Most historians believe that Horticulture began in Egypt. Egyptian temple gardens featured fruits, grape vines and palms trees. Irrigation was a major innovation in horticulture found in Egypt and Mesopotamia. The Nile flooded for a few months each year, and the water was diverted to the fields. This helped farmers to grow crops which would otherwise be difficult. The Egyptians also learned the art of growing herbs, spices and medicinal plants. More than 200 species of flowers were identified from tomb remains.
Horticulture was also popular in the Americas during the eras of South American civilizations. This included the Aztec, Maya and Inca empires. The Incas improved terrace cultivation and irrigation. And they grew a wide variety of fruits and vegetables.
The Greek empire were influenced by horticultural concepts like the Persian gardens. And they documented writings on agriculture and horticulture. These writings quickly spread over the Mediterranean and influenced the Romans. Japan and China also had a huge contribution to horticulture. Eventually, horticulture made its way to Europe in the middle ages.
Horticulture originated when humans moved from nomadic hunter-gatherers to sedentary horticulture communities. These communities often had useful trees planted around them. And they mostly relied on the crops from these plants.
Difference in strategies
Strategies involved in cultivation influences the yield and quality of produce. Moreover, it affects the land and attracts biodiversity. That is why choosing the right strategy is vital for your crops and the environment. The best way to decide on your strategy is to list down all the suitable options. This way you can see the pros and cons of each option. But what’s the difference in horticulture and agriculture strategies?
Agriculture strategies include seeding, tilling, pruning, fertilizing, crop rotation, transplanting, selective harvesting and much more. The tools used for creating the cultivation habitat is where agriculture and horticulture differ. Horticulture uses similar strategies on a smaller scale.
Firstly, specializations in horticulture also vary vastly from that of agriculture. Practices like budding and grafting are popular in horticulture. Horticulture aims to have many varieties of crops for a small community. Whereas, agriculture aims to supply a single crop to a much larger population.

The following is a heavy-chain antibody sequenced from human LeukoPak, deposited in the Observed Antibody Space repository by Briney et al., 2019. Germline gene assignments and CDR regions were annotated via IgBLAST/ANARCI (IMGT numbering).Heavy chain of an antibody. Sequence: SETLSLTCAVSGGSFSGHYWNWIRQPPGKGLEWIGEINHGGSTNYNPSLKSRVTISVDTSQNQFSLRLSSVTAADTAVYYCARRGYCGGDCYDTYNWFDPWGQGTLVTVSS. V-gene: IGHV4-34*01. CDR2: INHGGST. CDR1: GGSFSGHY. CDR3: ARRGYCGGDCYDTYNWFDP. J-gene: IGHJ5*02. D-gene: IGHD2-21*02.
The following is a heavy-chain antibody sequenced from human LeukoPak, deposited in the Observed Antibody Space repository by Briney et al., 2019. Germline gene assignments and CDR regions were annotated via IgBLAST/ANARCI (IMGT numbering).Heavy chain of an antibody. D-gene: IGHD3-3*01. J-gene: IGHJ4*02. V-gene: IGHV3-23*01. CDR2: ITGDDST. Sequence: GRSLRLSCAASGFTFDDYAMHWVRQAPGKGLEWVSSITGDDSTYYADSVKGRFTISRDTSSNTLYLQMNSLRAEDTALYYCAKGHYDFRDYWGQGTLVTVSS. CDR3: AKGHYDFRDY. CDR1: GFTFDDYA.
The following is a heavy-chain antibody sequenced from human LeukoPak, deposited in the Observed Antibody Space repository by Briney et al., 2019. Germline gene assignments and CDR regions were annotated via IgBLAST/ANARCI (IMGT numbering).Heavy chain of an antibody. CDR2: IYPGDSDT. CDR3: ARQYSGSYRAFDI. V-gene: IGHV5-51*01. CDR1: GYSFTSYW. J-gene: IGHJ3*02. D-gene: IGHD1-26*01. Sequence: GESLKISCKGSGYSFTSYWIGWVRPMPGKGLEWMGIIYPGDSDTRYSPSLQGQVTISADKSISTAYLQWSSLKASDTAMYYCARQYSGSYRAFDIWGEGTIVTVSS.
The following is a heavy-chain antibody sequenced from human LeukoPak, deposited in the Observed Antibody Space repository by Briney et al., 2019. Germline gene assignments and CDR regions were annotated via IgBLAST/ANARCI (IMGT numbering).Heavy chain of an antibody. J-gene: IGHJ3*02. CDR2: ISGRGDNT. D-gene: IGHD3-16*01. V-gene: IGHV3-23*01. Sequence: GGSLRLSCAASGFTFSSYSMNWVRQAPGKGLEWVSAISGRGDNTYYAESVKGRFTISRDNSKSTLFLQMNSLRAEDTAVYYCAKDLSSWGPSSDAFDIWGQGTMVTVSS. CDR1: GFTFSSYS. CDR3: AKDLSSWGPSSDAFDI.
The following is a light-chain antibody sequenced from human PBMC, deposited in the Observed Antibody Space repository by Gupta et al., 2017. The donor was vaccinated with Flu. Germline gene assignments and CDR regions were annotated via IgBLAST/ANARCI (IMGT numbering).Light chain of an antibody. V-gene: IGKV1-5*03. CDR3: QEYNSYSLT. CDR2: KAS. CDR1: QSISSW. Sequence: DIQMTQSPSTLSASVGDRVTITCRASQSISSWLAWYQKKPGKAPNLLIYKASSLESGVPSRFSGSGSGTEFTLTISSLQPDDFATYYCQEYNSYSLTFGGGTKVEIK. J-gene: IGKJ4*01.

Secondly, horticulture features intercropping with many ecological advantages. As crops ripen with seasons, planting many crops saves space. Mixing crops eases pest and disease control and boosts nutrients in soil. While the environmental benefits are plenty, it also upgrades crop resistance to harsh climate. Besides, it improves yield even if you have a small space. It truly unlocks your crops’ full potential.
Lastly, horticulture relies on human labour and innovative technology. With this in mind, horticulture intensively produces profitable crops. And they usually involve greenhouses to enhance the cultivation environment. However, agriculture uses machinery and animal power for growing crops. But the basic principles like irrigation, fertilizing and pest control apply to both.
How horticulture became popular
Innovations in horticulture created a steady source of food for our ancestors. And with this stability, they started exploring the ornamental side of horticulture. Arboriculture was invented as a result of this curiosity. This aspect of horticulture deals with growing perennials like trees, shrubs and woody plants. For centuries, studies were done to find the best techniques and environmental conditions for plant growth.
As the years went by, ancient civilizations improved their skills of growing fruits and vegetables. And today, these branches are widely known as Pomology and Olericulture. The art of growing flowers was developed and soon became popular as Floriculture. Many similar activities involving ornamental and aesthetic plants are an integral part of landscape horticulture.
Check out my Branches of Horticulture article to know more about its various types.
Our brilliant forebears started a revolution that forever changed the destiny of humans from hunting to agriculture. All these skills soon became popular through ancient scriptures and tales. Horticulture techniques have seen massive shifts with time. From using basic tools to irrigation, propagation, drying and fermentation. We have seen it all.
But the past century had seen dramatic changes that transformed horticulture into a science. However, all these advances are based on the ancient techniques. And we should be very grateful for it.